Vatican City – Three astronomers of the Vatican Observatory and a Pope linked to the Observatory now have asteroids named after them. On February 7, 2023, the International Astronomical Union’s group of scientists responsible for naming small celestial bodies published the latest series of named asteroids (WGSBN Bulletin 3, #2), which includes:
• 562971 Johannhagen — in honor of Fr. Johann Hagen (1847-1930) of the Society of Jesus (SJ) and director of the
Vatican Observatory from 1906 to 1930.
• 551878 Stoeger — in honor of Fr. Bill Stoeger, SJ (1943-2014), cosmologist and theologian of the Vatican Observatory.
• 565184 Janusz — in honor of Fr. Robert Janusz, SJ (born 1964), currently on the Observatory staff.
• 560974 Ugoboncompagni — in honor of Ugo Boncompagni (1502-1585), Pope Gregory XIII, who directed the reform of the calendar and started the tradition of papal astronomers and observers. He commissioned astronomer P. Christopher Clavius, SJ (who also has an asteroid named after him – 20237 Clavius) to work on the calendar project. He then wrote the book in which he explained what is now called the “Gregorian” calendar, used throughout the world today.
The four asteroids, or “little planets”, all have ties to the Society of Jesus – the “Jesuits”. Over thirty asteroids bear the name of Jesuits today. Some are Jesuits from centuries ago, like Clavius, or Fr. Giovanni Battista Riccioli (1598-1671), who developed the lunar nomenclature system still used today. (For example, when the Apollo 11 mission landed in the lunar “Sea of Tranquility,” the name “Tranquility” was derived from Riccioli.)
Some, like Janusz, are Jesuits who are still working today. Because Jesuits have traveled extensively for centuries, these more than thirty asteroids represent different parts of the world, such as the Philippines (4866 Badillo), Paraguay (6438 Suarez), China (31124 Slavicek), the Democratic Republic of the Congo (23443 Kikwaya) and Argentina (2490 Bussolini).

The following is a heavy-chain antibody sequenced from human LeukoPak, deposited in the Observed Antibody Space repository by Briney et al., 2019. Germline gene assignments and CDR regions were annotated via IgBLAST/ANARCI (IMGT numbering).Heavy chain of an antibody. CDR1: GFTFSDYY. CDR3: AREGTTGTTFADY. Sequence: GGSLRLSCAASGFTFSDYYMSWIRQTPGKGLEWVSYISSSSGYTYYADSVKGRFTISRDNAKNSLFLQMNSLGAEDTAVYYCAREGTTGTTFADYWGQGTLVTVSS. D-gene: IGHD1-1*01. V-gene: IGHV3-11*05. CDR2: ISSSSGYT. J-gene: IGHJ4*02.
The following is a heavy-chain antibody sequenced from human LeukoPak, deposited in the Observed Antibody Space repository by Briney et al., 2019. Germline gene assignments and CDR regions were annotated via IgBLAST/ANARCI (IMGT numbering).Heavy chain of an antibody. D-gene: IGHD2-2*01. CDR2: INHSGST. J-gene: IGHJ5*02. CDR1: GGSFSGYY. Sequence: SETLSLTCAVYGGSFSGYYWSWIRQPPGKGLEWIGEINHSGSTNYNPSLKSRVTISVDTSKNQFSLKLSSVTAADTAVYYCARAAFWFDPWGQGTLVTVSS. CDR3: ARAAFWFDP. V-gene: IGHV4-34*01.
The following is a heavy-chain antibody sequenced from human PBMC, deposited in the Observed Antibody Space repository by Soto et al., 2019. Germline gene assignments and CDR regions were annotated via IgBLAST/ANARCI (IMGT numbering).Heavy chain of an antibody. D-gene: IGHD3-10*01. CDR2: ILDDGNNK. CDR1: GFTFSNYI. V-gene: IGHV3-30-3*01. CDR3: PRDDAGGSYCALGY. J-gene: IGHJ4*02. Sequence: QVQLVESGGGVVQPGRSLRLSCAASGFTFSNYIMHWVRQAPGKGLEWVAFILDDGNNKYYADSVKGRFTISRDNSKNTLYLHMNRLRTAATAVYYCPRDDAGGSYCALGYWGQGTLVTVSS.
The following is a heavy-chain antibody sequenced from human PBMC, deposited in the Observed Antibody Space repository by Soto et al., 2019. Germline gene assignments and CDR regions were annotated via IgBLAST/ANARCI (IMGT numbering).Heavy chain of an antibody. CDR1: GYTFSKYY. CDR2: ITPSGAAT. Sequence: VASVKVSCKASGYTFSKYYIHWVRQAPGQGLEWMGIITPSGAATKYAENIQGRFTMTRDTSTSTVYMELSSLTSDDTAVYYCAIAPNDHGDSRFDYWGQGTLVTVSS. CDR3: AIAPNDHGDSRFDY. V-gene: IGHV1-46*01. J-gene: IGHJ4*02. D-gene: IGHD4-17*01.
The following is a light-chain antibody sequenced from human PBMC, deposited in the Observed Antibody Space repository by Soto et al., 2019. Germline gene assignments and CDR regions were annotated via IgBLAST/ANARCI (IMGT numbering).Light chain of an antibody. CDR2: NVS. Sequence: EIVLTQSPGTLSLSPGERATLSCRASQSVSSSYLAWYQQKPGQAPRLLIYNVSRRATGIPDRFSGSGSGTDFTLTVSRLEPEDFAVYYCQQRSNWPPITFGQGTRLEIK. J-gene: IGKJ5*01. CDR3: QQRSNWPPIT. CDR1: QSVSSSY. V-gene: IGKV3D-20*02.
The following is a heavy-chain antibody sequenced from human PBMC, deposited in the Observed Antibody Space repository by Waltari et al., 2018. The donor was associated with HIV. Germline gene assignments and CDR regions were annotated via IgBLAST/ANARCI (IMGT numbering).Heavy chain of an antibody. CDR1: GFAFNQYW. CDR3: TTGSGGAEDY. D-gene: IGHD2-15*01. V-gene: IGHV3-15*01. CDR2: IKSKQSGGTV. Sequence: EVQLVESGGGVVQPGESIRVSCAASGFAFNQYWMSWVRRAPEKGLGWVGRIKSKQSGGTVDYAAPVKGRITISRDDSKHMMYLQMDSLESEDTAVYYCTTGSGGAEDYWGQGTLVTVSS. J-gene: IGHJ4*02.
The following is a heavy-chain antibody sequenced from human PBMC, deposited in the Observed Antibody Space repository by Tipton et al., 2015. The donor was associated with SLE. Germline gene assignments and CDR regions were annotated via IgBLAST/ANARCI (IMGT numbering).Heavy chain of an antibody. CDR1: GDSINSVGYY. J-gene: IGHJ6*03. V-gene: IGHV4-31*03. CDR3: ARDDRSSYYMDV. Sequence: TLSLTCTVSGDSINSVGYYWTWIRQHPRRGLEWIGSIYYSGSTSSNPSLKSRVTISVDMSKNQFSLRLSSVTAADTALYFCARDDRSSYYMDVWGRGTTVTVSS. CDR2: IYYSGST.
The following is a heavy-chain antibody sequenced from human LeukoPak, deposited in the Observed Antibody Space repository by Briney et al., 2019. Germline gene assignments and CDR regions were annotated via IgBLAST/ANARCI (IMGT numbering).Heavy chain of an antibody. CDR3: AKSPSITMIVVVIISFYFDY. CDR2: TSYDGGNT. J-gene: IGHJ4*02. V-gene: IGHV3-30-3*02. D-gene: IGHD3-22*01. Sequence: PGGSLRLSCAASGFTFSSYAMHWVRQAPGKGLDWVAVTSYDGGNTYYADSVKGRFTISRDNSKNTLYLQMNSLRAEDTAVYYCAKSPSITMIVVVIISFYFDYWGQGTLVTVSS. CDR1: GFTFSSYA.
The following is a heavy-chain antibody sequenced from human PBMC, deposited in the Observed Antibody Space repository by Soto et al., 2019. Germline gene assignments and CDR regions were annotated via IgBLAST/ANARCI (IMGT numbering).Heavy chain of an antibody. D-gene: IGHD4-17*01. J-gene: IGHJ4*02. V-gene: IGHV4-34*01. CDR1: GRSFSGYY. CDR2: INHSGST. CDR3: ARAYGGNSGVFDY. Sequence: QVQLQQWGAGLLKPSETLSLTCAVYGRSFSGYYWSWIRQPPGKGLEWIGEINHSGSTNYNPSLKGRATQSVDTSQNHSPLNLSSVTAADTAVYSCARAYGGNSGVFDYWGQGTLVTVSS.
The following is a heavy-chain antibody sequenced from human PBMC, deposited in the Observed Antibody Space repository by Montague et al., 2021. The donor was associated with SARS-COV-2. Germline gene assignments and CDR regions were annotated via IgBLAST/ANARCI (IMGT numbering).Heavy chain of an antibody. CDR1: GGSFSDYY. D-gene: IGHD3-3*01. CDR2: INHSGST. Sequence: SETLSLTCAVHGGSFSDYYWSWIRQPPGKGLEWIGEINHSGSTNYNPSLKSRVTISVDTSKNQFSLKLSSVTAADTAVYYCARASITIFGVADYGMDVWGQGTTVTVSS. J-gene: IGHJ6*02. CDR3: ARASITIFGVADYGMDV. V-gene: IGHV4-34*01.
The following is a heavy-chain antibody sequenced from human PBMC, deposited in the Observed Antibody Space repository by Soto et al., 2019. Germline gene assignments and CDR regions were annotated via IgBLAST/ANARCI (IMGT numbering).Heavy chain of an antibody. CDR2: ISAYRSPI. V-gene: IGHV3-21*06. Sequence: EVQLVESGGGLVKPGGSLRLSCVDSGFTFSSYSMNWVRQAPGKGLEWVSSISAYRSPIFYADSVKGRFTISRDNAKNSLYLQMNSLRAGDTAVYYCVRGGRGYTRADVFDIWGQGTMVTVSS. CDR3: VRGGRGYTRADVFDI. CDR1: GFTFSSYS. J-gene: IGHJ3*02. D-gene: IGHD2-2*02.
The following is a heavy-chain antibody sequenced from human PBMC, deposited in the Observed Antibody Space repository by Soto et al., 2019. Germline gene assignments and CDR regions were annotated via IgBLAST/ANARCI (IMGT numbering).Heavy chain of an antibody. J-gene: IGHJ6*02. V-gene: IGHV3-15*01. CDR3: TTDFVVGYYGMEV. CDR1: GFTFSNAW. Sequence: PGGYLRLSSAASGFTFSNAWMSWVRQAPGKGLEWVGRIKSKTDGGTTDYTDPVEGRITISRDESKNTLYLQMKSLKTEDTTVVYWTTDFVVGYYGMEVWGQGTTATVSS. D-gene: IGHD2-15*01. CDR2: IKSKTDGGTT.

According to the IAU, assigning a particular name to a given asteroid (minor planet) takes place through a process that, in some cases, can last decades. When a new minor planet is discovered, it is given a tentative designation, based on the date of discovery, such as “2002 LM60”. When the object’s orbit is determined such that its position can be reliably predicted in the distant future (typically after it has been observed four or more times as it approaches Earth), it is assigned a number final, issued successively by the IAU’s Center for Minor Planets, as “4179”.
At this point its discoverer is invited to suggest a name. No pet names or trade names are allowed. Names of individuals or events known primarily for political or military reasons may not be used until 100 years after the death of the individual or the date of the event.
Naming rights cannot be purchased. The proposed names are judged by the WGSBN, made up of fifteen professional astronomers from around the world with research interests related to minor planets and comets.
Robotic searches have discovered thousands of new asteroids, so the WGSBN must limit the number of those
which receive a formal name. Thus, most asteroids receive only a numerical designation. The asteroids Johannhagen, Stoeger and Janusz join many others already named by astronomers of the Vatican Observatory, including 302849 Richardboyle, 119248 Corbally, 14429 Coyne, 4597 Consolmagno, 23443 Kikwaya and 11266 Macke.
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